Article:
The Winter Tradition / The Lonely Together / Book Group – Liquid Room, Edinburgh – 23rd August 2013
If there was ever a show to mark how far I’ve moved from popular music then last night’s show at the Liquid Room was it. On one hand there was my favourite live band of the moment, Book Group. On the other, two bands who seem to be pulling out all the stops to gain some form of commercial success.
First up, the wonderful Book Group. This was a significant show for them, playing for a big promoter for the first time. And despite the fact that they’ve got an E.P. out and have played a decent number of shows they were inexplicably allocated the opening graveyard slot.
Yet despite having to put up with the bugbears of the opening band (even less space on stage than they would get at Henry’s and significantly worse lighting than the other two bands) they still managed to put in a fiery display.
Recent addition to the set ‘Lowdown’ (one of their best tunes, surely) has been joined by another new one ‘Best Regards’ which might be both their angriest song to date and their most straightforward rocker. Although, as was to be demonstrated later on, straightforward by Book Group standards is not necessarily that straightforward.
Otherwise, there were a few differences from the usual (or recent) Book Group shows.
First off it was good to hear them through the Liquid Room P.A. but, let’s be honest, they’ve rarely failed to wring the desired level of intensity out of whatever set-up they’ve used in the past. I’m not sure if it was a by-product of the PA but whilst everything pretty much sounded as I would expect ‘Year of the Cat’ sounded almost Sabbath like and quite odd to these ears – although to be fair no-one else seemed to agree.
Significantly Scott was back on bass duties and even if stand-in Russell did a grand job temporarily filling his shoes it was still good to have Scott’s harmonies (and rock poses!) back on board.
In fact there was a distinct impression that the Bookies were outputting slightly little more wattage in their physical performance than normal. Even the normally reserved Michael was more animated than usual, extending even as far as contributing backing vocals on traditional set closer ‘Victory Lap’ – as far as I know for the first time.
And fittingly, ‘Victory Lap’ turned out to be an epic, even compared to previous versions. Initially it looked like Graeme’s usual megaphone walkabout might not happen as he peered uncertainly at the drop from the stage. Summoning his courage though he descended into the photographers’ pit before an extended excursion in front of the stage forcing the band to stretch the finale out to surely its longest ever duration.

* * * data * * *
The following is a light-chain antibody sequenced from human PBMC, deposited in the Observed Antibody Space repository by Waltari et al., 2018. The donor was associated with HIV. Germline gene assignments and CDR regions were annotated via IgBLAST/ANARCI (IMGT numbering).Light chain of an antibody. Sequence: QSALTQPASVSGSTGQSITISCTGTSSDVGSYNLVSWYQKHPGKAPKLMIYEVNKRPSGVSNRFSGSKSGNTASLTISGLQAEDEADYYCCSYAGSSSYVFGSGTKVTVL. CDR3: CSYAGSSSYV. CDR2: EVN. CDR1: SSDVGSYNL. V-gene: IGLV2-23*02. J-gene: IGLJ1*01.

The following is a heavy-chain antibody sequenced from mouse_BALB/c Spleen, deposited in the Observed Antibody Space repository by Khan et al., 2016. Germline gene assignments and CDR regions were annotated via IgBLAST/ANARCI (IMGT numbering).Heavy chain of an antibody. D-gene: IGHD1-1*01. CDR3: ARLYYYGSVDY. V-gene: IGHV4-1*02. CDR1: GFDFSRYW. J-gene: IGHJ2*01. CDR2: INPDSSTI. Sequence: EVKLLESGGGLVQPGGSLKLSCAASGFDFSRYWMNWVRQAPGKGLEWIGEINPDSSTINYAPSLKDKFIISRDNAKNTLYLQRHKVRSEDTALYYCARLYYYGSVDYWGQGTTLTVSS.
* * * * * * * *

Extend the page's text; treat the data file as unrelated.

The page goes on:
And if he had difficulties getting off the stage that was nothing to getting back on, even if he did finally manage to lever himself back up in time to take the rapturous applause.
Critically, perhaps in context of this show, Book Group brought a significant crowd with them to such an early slot, better than I can imagine a lot of bands doing. Hopefully they will get a further chance in future, but on a more sympathetic bill.
Because things moved rapidly downhill with the next band. Quite what The Lonely Together had done to deserve a better slot than Book Group is unclear as this was actually their first gig but I found them unspeakably dull.
For about 5 seconds at the start I thought I might enjoy them but that brief optimism was rapidly squashed as they were earnest and utterly derivative. This is surely what Frightened Rabbit would sound like if they were ever lobotomised and drained of all their character and individuality to participate in some TV talent show – X Factor rock, if you like.
To be fair, they were undoubtedly proficient players and, given the blandness of their music, they might, just might, have a shot at some form of success given the right breaks. They certainly brought a good and enthusiastic crowd with them (and Gordon quite liked them).
But me? I may have been in the minority but I couldn’t wait for their set to end.
The Winter Tradition
Headliners the Winter Tradition were a step up from that. Supremely confident performers they re-injected some energy into the room after it had been sucked out by the previous band. But, in their own heavy riffing manner, they were no more original than The Lonely Together.
Having heard the LP a couple of times, it was disappointing ,but probably quite telling, that I recognised none of the tunes.
Yet, had they been restricted to the same length as the other bands, I would still have quite enjoyed them, without necessarily wishing to seek out their music again.
But the final portion of the set was flabby taking them heavily into the showbiz antics of a wannabe stadium band, and concluding with a cheesy solo acoustic spot.
Bizarrely there was little reaction when the singer left the stage and we decided to call it a night at that. However I wasn’t in the slightest surprised to hear a roar from below as we reached the top of the stairs signifying presumably that the band had returned for an encore which had barely been requested – at least in our presence.
So it was an unusual evening but all it actually did was confirm that I like what I like. And what I like seems to have little to do with the mainstream.
Book Group played:
1. Summer of Lunches 2. Best Regards 3. Lowdown of a Loud Sound 4. A Rough Wooing 5. BOP 6. Year of the Cat 7. Victory Lap